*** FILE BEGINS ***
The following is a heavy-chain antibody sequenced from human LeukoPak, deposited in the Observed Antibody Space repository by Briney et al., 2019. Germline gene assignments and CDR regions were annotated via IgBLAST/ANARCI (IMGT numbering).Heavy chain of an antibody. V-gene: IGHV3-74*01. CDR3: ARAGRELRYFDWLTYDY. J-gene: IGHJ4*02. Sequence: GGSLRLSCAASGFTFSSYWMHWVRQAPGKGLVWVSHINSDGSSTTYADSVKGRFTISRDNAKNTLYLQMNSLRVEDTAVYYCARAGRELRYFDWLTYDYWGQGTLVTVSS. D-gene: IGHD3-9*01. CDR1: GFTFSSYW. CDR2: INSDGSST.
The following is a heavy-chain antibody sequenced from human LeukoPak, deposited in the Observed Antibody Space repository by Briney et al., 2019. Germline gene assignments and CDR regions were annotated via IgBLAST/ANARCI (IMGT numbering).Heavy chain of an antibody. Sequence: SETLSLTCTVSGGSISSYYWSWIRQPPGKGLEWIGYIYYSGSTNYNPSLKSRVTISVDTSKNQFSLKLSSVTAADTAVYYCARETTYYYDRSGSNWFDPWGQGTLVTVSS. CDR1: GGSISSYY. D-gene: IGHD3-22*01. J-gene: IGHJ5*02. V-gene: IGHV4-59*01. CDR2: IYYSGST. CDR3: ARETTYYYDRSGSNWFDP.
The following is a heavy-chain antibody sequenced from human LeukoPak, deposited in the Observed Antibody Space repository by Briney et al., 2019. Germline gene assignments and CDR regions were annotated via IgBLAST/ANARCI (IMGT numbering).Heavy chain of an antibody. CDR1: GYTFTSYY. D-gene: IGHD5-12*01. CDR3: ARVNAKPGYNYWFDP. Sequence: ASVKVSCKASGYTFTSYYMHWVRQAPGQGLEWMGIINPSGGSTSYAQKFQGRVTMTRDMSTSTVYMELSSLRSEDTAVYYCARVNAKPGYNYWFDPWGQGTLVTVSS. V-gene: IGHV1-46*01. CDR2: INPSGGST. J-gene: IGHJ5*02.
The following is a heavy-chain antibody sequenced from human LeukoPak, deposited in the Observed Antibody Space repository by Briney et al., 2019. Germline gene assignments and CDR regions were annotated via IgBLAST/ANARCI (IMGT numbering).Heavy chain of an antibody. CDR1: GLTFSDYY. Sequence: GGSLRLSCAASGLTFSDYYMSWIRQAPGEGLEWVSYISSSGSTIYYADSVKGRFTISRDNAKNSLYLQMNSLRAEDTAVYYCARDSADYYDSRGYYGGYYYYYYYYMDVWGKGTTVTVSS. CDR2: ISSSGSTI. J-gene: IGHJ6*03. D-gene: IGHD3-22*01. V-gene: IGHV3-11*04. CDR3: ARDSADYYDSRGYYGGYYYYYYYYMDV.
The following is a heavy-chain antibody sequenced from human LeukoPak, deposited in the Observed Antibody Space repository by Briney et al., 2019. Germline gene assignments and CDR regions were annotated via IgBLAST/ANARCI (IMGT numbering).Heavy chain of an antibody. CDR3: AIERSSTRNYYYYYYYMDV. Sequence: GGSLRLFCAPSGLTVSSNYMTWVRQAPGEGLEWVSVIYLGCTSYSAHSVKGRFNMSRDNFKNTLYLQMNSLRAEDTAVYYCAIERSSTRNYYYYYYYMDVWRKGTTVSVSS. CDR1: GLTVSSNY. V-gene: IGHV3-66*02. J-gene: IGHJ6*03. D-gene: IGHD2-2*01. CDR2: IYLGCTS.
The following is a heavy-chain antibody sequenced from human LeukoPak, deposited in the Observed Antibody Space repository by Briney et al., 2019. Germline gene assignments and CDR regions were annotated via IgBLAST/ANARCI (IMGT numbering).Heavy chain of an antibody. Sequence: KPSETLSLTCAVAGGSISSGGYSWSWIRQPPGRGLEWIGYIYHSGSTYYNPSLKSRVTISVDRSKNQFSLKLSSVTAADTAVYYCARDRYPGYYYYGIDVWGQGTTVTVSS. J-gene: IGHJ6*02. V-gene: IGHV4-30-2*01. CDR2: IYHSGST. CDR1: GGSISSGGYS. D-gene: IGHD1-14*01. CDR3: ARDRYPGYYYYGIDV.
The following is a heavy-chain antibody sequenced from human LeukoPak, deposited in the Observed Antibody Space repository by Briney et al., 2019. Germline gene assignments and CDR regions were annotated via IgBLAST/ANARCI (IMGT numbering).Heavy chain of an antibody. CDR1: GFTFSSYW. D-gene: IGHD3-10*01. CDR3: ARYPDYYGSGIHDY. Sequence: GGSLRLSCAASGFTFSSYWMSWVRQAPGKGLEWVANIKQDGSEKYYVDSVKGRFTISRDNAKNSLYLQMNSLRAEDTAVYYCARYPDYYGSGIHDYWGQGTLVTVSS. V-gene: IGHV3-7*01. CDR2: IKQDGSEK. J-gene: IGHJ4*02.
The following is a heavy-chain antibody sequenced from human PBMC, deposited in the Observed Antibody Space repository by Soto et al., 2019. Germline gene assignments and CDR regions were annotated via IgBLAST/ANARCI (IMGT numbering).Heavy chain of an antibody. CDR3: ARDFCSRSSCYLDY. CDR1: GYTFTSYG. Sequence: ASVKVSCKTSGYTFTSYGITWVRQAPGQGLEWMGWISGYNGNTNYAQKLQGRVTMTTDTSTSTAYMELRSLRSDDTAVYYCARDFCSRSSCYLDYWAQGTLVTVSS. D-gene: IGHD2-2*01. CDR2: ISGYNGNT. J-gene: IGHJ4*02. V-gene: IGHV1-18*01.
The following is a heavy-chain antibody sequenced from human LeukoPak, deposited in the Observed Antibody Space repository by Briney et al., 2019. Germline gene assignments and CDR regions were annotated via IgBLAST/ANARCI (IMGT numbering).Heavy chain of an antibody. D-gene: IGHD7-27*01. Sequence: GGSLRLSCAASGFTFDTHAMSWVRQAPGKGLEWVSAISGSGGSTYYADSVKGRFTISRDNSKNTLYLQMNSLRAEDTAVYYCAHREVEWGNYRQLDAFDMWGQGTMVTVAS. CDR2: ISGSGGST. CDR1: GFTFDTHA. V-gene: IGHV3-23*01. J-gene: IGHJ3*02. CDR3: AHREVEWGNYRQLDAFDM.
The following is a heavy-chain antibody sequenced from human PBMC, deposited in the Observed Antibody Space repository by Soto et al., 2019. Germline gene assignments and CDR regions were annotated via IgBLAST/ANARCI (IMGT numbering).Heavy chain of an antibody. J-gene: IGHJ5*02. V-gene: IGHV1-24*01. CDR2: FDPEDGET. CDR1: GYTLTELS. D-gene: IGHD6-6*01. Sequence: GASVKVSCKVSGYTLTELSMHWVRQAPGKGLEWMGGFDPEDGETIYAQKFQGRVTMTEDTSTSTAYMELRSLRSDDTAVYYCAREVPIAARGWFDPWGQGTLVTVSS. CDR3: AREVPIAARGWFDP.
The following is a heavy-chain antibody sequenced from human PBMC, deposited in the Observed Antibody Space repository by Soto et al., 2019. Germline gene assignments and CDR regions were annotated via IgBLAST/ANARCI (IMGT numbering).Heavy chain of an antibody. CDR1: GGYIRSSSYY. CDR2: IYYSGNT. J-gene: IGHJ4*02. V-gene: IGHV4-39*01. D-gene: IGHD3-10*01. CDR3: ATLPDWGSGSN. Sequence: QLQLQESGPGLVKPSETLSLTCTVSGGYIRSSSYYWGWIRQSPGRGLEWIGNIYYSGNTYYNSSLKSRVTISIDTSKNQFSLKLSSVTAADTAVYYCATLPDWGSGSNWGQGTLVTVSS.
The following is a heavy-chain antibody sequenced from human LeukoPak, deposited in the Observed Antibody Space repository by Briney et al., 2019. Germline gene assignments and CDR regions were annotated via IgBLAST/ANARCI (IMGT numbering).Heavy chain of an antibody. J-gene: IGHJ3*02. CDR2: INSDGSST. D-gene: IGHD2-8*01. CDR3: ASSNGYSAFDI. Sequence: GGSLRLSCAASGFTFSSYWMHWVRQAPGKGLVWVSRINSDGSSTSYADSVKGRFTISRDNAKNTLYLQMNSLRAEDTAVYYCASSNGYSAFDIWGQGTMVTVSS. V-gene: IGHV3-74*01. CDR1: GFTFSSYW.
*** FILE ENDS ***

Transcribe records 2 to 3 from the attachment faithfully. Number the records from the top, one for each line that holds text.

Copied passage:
The following is a heavy-chain antibody sequenced from human LeukoPak, deposited in the Observed Antibody Space repository by Briney et al., 2019. Germline gene assignments and CDR regions were annotated via IgBLAST/ANARCI (IMGT numbering).Heavy chain of an antibody. Sequence: SETLSLTCTVSGGSISSYYWSWIRQPPGKGLEWIGYIYYSGSTNYNPSLKSRVTISVDTSKNQFSLKLSSVTAADTAVYYCARETTYYYDRSGSNWFDPWGQGTLVTVSS. CDR1: GGSISSYY. D-gene: IGHD3-22*01. J-gene: IGHJ5*02. V-gene: IGHV4-59*01. CDR2: IYYSGST. CDR3: ARETTYYYDRSGSNWFDP.
The following is a heavy-chain antibody sequenced from human LeukoPak, deposited in the Observed Antibody Space repository by Briney et al., 2019. Germline gene assignments and CDR regions were annotated via IgBLAST/ANARCI (IMGT numbering).Heavy chain of an antibody. CDR1: GYTFTSYY. D-gene: IGHD5-12*01. CDR3: ARVNAKPGYNYWFDP. Sequence: ASVKVSCKASGYTFTSYYMHWVRQAPGQGLEWMGIINPSGGSTSYAQKFQGRVTMTRDMSTSTVYMELSSLRSEDTAVYYCARVNAKPGYNYWFDPWGQGTLVTVSS. V-gene: IGHV1-46*01. CDR2: INPSGGST. J-gene: IGHJ5*02.